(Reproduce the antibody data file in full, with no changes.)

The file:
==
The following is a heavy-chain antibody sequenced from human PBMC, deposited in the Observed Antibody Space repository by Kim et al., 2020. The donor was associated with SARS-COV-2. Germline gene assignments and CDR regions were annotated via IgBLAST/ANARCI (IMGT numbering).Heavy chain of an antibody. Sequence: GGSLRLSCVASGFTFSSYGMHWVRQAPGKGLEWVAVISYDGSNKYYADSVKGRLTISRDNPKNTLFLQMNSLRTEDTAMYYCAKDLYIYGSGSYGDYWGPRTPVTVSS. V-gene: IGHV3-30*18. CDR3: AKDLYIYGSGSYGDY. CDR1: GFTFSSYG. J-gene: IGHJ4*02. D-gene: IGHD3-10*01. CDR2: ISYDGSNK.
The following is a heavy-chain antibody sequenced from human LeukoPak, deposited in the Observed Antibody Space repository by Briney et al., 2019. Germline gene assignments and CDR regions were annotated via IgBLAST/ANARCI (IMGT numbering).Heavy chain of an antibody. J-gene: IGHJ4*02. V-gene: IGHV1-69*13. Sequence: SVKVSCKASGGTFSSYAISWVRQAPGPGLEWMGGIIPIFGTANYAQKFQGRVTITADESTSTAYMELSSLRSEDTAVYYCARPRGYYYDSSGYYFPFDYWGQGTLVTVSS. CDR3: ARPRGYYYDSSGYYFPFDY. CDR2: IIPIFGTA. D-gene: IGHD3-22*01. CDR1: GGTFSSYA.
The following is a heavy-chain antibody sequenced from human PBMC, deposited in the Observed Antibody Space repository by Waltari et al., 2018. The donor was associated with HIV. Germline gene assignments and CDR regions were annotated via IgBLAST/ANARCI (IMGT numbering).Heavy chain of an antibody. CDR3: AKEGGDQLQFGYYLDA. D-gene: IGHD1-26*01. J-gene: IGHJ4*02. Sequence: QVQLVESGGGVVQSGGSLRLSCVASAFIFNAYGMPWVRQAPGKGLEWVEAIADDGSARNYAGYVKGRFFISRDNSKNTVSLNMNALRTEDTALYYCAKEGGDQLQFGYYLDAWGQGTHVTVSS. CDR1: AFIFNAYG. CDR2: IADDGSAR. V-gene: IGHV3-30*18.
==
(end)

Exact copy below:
The following is a heavy-chain antibody sequenced from human PBMC, deposited in the Observed Antibody Space repository by Kim et al., 2020. The donor was associated with SARS-COV-2. Germline gene assignments and CDR regions were annotated via IgBLAST/ANARCI (IMGT numbering).Heavy chain of an antibody. Sequence: GGSLRLSCVASGFTFSSYGMHWVRQAPGKGLEWVAVISYDGSNKYYADSVKGRLTISRDNPKNTLFLQMNSLRTEDTAMYYCAKDLYIYGSGSYGDYWGPRTPVTVSS. V-gene: IGHV3-30*18. CDR3: AKDLYIYGSGSYGDY. CDR1: GFTFSSYG. J-gene: IGHJ4*02. D-gene: IGHD3-10*01. CDR2: ISYDGSNK.
The following is a heavy-chain antibody sequenced from human LeukoPak, deposited in the Observed Antibody Space repository by Briney et al., 2019. Germline gene assignments and CDR regions were annotated via IgBLAST/ANARCI (IMGT numbering).Heavy chain of an antibody. J-gene: IGHJ4*02. V-gene: IGHV1-69*13. Sequence: SVKVSCKASGGTFSSYAISWVRQAPGPGLEWMGGIIPIFGTANYAQKFQGRVTITADESTSTAYMELSSLRSEDTAVYYCARPRGYYYDSSGYYFPFDYWGQGTLVTVSS. CDR3: ARPRGYYYDSSGYYFPFDY. CDR2: IIPIFGTA. D-gene: IGHD3-22*01. CDR1: GGTFSSYA.
The following is a heavy-chain antibody sequenced from human PBMC, deposited in the Observed Antibody Space repository by Waltari et al., 2018. The donor was associated with HIV. Germline gene assignments and CDR regions were annotated via IgBLAST/ANARCI (IMGT numbering).Heavy chain of an antibody. CDR3: AKEGGDQLQFGYYLDA. D-gene: IGHD1-26*01. J-gene: IGHJ4*02. Sequence: QVQLVESGGGVVQSGGSLRLSCVASAFIFNAYGMPWVRQAPGKGLEWVEAIADDGSARNYAGYVKGRFFISRDNSKNTVSLNMNALRTEDTALYYCAKEGGDQLQFGYYLDAWGQGTHVTVSS. CDR1: AFIFNAYG. CDR2: IADDGSAR. V-gene: IGHV3-30*18.